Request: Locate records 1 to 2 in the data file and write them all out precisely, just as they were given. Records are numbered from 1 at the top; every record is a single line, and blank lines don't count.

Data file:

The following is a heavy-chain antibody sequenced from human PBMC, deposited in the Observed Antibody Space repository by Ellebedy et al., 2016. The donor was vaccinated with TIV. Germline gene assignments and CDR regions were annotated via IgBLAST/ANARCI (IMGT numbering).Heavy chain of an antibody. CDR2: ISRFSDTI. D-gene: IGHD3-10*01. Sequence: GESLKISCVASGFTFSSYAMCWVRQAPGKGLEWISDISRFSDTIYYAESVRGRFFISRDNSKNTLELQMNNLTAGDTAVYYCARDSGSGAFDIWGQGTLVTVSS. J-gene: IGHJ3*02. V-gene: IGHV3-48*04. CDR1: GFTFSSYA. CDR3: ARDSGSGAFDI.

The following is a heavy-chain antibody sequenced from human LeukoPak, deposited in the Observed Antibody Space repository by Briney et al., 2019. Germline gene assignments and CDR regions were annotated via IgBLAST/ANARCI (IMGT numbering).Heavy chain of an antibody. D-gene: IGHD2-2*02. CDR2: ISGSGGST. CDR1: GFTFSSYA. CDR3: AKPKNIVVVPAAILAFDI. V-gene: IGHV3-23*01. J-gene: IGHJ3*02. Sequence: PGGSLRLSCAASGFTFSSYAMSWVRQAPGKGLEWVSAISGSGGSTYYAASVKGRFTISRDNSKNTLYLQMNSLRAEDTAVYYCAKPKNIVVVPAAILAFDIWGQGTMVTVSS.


The following is a heavy-chain antibody sequenced from human PBMC, deposited in the Observed Antibody Space repository by Ellebedy et al., 2016. The donor was vaccinated with TIV. Germline gene assignments and CDR regions were annotated via IgBLAST/ANARCI (IMGT numbering).Heavy chain of an antibody. CDR2: ISRFSDTI. D-gene: IGHD3-10*01. Sequence: GESLKISCVASGFTFSSYAMCWVRQAPGKGLEWISDISRFSDTIYYAESVRGRFFISRDNSKNTLELQMNNLTAGDTAVYYCARDSGSGAFDIWGQGTLVTVSS. J-gene: IGHJ3*02. V-gene: IGHV3-48*04. CDR1: GFTFSSYA. CDR3: ARDSGSGAFDI.

The following is a heavy-chain antibody sequenced from human LeukoPak, deposited in the Observed Antibody Space repository by Briney et al., 2019. Germline gene assignments and CDR regions were annotated via IgBLAST/ANARCI (IMGT numbering).Heavy chain of an antibody. D-gene: IGHD2-2*02. CDR2: ISGSGGST. CDR1: GFTFSSYA. CDR3: AKPKNIVVVPAAILAFDI. V-gene: IGHV3-23*01. J-gene: IGHJ3*02. Sequence: PGGSLRLSCAASGFTFSSYAMSWVRQAPGKGLEWVSAISGSGGSTYYAASVKGRFTISRDNSKNTLYLQMNSLRAEDTAVYYCAKPKNIVVVPAAILAFDIWGQGTMVTVSS.